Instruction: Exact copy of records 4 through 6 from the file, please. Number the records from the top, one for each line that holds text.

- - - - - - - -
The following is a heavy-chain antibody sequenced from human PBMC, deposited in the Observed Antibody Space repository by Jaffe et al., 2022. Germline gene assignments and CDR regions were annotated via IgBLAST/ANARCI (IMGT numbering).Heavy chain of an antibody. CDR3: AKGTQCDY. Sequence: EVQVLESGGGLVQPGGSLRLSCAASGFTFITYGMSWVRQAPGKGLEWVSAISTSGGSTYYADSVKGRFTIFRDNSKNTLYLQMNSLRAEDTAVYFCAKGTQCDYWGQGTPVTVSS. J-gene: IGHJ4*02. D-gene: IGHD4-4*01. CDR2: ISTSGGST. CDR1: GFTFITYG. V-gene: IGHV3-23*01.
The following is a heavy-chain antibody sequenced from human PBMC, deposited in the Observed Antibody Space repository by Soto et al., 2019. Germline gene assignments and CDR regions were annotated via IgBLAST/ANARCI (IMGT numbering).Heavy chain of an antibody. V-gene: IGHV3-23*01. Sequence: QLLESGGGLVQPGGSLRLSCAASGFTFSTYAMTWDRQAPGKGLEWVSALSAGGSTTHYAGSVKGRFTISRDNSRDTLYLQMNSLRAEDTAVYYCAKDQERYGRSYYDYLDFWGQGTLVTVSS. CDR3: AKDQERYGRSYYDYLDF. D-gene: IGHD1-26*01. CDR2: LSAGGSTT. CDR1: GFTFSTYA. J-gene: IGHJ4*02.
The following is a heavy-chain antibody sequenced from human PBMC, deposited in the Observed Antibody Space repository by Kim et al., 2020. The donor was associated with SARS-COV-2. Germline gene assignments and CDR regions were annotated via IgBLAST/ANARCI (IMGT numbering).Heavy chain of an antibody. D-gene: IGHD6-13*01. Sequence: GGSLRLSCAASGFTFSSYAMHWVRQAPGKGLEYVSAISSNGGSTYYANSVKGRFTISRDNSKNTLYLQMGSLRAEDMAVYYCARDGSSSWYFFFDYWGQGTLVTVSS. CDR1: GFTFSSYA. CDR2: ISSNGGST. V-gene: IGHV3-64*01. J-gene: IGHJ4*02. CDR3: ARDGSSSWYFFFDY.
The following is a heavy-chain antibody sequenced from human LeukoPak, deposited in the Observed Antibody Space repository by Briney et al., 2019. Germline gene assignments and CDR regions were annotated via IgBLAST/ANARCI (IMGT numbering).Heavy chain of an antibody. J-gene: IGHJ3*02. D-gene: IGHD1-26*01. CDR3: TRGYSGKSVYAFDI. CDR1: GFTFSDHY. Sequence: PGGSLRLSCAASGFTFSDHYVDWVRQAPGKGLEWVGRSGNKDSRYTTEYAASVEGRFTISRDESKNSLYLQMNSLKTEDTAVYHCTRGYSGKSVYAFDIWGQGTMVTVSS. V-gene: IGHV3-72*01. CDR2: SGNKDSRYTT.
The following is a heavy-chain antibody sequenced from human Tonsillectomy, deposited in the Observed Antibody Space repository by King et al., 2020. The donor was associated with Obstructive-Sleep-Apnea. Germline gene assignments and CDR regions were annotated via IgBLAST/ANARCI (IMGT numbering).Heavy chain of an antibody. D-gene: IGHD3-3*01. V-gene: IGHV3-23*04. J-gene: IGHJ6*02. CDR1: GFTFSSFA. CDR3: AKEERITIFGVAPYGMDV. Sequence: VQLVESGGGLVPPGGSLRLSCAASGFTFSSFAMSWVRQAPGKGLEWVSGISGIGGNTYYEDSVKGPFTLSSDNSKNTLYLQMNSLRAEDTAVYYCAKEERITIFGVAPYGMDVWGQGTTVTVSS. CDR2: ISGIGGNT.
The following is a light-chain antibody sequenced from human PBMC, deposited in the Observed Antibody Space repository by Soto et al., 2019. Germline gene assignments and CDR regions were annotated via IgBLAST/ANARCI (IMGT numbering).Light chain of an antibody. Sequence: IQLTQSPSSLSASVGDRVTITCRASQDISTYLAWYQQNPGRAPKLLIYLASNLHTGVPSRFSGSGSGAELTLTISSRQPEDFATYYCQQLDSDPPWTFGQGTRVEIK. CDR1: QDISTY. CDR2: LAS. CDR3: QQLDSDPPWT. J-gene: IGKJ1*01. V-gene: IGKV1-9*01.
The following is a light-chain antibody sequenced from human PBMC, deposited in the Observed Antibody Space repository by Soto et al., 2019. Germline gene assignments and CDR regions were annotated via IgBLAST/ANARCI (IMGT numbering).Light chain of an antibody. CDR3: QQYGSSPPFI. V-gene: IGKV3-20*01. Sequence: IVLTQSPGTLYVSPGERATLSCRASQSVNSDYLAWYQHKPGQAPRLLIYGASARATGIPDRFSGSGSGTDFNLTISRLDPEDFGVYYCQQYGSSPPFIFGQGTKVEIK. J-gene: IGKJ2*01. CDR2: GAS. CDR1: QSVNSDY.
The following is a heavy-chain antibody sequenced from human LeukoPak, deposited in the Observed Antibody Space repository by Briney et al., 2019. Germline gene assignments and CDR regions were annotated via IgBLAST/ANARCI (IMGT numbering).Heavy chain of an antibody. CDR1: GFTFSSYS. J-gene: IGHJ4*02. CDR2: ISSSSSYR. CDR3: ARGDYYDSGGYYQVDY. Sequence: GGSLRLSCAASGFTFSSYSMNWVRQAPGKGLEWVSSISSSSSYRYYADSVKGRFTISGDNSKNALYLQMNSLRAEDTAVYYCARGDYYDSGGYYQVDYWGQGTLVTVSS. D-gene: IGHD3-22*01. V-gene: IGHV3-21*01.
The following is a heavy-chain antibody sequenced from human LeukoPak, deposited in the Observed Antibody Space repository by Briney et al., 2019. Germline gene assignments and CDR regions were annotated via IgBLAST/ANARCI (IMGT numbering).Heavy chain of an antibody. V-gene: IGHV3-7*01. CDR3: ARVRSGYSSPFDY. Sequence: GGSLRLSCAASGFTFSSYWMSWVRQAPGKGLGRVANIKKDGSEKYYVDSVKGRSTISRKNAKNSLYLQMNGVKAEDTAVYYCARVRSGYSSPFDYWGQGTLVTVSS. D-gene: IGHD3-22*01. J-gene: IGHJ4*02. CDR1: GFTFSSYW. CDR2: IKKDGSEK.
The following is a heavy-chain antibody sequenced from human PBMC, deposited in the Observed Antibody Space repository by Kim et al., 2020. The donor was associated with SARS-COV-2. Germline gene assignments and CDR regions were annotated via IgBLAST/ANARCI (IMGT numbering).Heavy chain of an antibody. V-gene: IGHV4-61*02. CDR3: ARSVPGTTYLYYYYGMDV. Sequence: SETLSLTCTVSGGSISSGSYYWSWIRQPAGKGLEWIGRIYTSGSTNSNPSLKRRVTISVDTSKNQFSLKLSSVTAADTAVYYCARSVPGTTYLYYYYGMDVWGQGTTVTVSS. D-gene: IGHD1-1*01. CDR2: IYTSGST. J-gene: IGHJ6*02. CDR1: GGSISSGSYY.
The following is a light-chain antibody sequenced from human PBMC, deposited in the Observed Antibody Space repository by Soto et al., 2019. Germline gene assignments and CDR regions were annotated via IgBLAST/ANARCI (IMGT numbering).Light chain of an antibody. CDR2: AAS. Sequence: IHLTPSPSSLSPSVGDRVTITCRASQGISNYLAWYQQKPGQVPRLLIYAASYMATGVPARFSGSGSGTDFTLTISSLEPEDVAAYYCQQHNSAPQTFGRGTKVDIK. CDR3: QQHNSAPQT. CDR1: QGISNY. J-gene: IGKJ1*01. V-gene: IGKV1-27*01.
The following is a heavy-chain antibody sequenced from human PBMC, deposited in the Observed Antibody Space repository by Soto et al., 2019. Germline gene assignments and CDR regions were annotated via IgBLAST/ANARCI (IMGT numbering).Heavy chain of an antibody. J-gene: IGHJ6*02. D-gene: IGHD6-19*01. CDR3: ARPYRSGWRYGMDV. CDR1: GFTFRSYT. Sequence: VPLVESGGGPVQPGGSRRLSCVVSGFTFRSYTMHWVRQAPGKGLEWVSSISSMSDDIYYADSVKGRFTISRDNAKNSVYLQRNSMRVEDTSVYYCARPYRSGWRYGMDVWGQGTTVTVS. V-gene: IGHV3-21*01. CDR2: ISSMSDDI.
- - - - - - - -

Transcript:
The following is a heavy-chain antibody sequenced from human LeukoPak, deposited in the Observed Antibody Space repository by Briney et al., 2019. Germline gene assignments and CDR regions were annotated via IgBLAST/ANARCI (IMGT numbering).Heavy chain of an antibody. J-gene: IGHJ3*02. D-gene: IGHD1-26*01. CDR3: TRGYSGKSVYAFDI. CDR1: GFTFSDHY. Sequence: PGGSLRLSCAASGFTFSDHYVDWVRQAPGKGLEWVGRSGNKDSRYTTEYAASVEGRFTISRDESKNSLYLQMNSLKTEDTAVYHCTRGYSGKSVYAFDIWGQGTMVTVSS. V-gene: IGHV3-72*01. CDR2: SGNKDSRYTT.
The following is a heavy-chain antibody sequenced from human Tonsillectomy, deposited in the Observed Antibody Space repository by King et al., 2020. The donor was associated with Obstructive-Sleep-Apnea. Germline gene assignments and CDR regions were annotated via IgBLAST/ANARCI (IMGT numbering).Heavy chain of an antibody. D-gene: IGHD3-3*01. V-gene: IGHV3-23*04. J-gene: IGHJ6*02. CDR1: GFTFSSFA. CDR3: AKEERITIFGVAPYGMDV. Sequence: VQLVESGGGLVPPGGSLRLSCAASGFTFSSFAMSWVRQAPGKGLEWVSGISGIGGNTYYEDSVKGPFTLSSDNSKNTLYLQMNSLRAEDTAVYYCAKEERITIFGVAPYGMDVWGQGTTVTVSS. CDR2: ISGIGGNT.
The following is a light-chain antibody sequenced from human PBMC, deposited in the Observed Antibody Space repository by Soto et al., 2019. Germline gene assignments and CDR regions were annotated via IgBLAST/ANARCI (IMGT numbering).Light chain of an antibody. Sequence: IQLTQSPSSLSASVGDRVTITCRASQDISTYLAWYQQNPGRAPKLLIYLASNLHTGVPSRFSGSGSGAELTLTISSRQPEDFATYYCQQLDSDPPWTFGQGTRVEIK. CDR1: QDISTY. CDR2: LAS. CDR3: QQLDSDPPWT. J-gene: IGKJ1*01. V-gene: IGKV1-9*01.